If the ark is not discredited by the flood, neither is the church discredited by the sinfulness of Paul and Barnabas. It just proves that we need the forgiveness the church's message is proclaiming. Even Paul and Barnabas needed it.
The fourth gift from Barnabas and Paul's contention is that people will become Christians because of Christ and the gospel, not because of the church.
There is a fourth gift that I think comes from this passage. It's a subtle one, but it's importantmaybe the most important of all. Up to this point in the Book of Acts, we may have said we wanted to become Christians because of the church, or because of heroes like Paul and Barnabas. But now, after Chapter 15, we'll not say that anymore. And that means that if anybody is going to become a Christian through the rest of the Book of Acts, it won't be because of Paul. He's tarnished. It won't be because of John Mark. He quit at Pamphylia. It won't be because of Barnabas, and it won't be because of the church at Antioch. It will be because of Jesus Christ and the gospel.
You're going to have to become a Christian in spite of the church from now on in the Book of Acts. And that is a gift. That is a wonderful gift from the 15th chapter. It clears the air, because now, in spite of the weaknesses of Christians, we're going to find the strength of God all the more important. That will be the appeal; that will draw us.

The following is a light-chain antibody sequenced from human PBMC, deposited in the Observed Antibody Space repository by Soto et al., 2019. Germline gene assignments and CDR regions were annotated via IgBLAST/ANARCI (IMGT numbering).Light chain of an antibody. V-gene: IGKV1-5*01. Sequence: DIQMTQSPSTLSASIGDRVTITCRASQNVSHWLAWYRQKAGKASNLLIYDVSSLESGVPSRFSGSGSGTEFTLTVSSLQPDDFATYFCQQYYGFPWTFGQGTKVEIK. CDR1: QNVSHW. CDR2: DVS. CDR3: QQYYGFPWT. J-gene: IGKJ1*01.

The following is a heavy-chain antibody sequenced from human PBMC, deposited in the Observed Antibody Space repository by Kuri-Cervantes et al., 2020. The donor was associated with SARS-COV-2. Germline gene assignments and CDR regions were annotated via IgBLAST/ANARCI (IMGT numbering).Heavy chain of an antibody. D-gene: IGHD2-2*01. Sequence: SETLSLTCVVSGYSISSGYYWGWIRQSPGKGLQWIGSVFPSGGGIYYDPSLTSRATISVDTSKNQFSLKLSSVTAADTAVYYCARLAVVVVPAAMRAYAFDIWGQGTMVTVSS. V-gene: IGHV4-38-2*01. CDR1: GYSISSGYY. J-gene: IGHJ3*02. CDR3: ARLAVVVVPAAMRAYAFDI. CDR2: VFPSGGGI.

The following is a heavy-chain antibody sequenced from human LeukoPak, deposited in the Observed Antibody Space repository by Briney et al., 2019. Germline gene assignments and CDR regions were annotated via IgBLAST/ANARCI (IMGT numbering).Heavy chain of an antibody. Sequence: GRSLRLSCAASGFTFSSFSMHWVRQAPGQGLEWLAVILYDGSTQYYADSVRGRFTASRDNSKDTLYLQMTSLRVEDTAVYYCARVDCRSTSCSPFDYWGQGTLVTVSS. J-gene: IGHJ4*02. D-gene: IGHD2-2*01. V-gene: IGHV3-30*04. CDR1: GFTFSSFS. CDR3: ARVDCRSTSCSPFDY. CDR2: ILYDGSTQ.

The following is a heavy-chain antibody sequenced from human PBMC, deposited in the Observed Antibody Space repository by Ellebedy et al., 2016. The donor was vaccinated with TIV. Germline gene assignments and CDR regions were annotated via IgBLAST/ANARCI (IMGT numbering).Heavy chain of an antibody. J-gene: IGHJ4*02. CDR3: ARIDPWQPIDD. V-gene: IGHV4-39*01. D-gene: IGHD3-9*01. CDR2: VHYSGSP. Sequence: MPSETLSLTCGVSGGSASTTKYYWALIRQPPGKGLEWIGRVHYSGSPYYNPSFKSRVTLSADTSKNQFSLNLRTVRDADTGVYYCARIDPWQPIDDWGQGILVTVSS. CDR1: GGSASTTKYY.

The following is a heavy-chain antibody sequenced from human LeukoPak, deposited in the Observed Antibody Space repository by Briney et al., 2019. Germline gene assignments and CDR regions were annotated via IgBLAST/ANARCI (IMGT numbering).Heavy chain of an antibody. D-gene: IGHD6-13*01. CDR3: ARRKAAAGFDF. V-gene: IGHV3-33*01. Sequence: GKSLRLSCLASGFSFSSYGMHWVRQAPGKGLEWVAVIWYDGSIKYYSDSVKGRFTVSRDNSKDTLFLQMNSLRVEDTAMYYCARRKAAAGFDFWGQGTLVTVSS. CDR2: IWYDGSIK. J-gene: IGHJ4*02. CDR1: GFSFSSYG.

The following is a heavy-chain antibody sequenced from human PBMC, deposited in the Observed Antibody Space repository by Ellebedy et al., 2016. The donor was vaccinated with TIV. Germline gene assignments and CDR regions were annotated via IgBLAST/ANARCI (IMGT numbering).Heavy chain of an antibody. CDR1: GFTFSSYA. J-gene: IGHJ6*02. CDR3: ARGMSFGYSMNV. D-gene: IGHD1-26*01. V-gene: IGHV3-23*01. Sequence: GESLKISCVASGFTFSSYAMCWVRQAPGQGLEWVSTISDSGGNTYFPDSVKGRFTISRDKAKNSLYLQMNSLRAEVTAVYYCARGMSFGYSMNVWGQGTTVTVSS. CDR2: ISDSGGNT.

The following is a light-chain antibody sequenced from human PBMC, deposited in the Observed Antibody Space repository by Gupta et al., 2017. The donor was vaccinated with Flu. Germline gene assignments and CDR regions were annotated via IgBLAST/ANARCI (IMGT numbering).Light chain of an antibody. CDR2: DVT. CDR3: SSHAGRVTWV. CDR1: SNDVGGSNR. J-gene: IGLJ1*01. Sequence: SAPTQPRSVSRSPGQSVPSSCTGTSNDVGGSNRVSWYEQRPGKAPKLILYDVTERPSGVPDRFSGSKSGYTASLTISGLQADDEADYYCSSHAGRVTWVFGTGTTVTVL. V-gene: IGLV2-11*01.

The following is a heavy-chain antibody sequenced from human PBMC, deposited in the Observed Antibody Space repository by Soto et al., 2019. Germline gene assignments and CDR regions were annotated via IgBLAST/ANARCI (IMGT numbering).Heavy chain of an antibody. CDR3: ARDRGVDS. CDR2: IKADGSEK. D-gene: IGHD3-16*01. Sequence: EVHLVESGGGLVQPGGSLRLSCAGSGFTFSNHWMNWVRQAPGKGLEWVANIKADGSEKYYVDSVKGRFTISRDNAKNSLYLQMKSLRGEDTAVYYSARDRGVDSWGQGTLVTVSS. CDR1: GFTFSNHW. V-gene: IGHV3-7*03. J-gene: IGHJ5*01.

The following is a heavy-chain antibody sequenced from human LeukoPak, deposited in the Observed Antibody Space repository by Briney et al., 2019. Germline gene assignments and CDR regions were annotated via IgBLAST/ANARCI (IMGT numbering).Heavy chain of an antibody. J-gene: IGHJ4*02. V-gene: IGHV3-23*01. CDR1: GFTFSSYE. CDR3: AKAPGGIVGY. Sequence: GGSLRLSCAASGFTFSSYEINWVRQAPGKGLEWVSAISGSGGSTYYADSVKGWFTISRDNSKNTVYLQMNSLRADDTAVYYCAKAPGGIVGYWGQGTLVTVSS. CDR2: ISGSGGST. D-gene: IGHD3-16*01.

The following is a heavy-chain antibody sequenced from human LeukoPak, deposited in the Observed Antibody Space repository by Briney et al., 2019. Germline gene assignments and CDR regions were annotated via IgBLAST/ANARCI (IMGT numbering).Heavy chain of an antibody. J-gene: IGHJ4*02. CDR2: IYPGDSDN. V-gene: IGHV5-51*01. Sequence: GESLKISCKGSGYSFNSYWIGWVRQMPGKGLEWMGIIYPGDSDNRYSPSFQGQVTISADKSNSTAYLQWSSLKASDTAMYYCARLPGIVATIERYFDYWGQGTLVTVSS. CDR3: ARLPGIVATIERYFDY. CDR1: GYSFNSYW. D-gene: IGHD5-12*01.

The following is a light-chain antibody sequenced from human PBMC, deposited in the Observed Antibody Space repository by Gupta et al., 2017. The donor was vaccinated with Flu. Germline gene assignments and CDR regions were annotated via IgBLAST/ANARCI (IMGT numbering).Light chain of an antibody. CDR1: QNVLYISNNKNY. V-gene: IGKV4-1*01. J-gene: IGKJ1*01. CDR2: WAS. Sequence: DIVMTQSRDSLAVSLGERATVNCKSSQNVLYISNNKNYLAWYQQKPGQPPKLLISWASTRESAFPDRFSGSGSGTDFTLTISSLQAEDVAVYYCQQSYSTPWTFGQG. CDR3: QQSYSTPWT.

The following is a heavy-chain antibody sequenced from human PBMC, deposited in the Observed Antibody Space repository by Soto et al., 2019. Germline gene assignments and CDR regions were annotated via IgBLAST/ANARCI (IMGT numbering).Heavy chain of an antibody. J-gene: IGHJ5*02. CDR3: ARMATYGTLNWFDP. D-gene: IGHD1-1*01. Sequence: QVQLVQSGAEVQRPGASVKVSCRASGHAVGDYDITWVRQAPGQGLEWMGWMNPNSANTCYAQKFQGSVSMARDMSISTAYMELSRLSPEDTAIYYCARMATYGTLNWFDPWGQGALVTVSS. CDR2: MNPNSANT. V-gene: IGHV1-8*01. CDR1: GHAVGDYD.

No, as a matter of fact, what we see here in this 15th chapter is the visibility of the churchreal people in a real place discovering God's love, discovering the Good News in their lives. But they're going to need continually that Good News in their lives, or they cannot make it. Paul is going to need that Good News in his life. He's going to need God's love to mellow him, and that happens as these chapters unfold.
And we who are looking at this church and looking at Paul and Barnabas and looking at the message they preach are going to be drawn to the gospel of Jesus Christ, not because of the church of Antioch, as much as we may admire them for their strengths. We now see their weaknesses, and we'll become Christians because of the Lord to whom they belong. And that's a gain. It's still a gain.
Earl Palmer is pastor of University Presbyterian Church in Seattle, Washington. He has written a number of books and commentaries, including Signposts: Christian Values in an Age of Uncertainty and Mastering Teaching.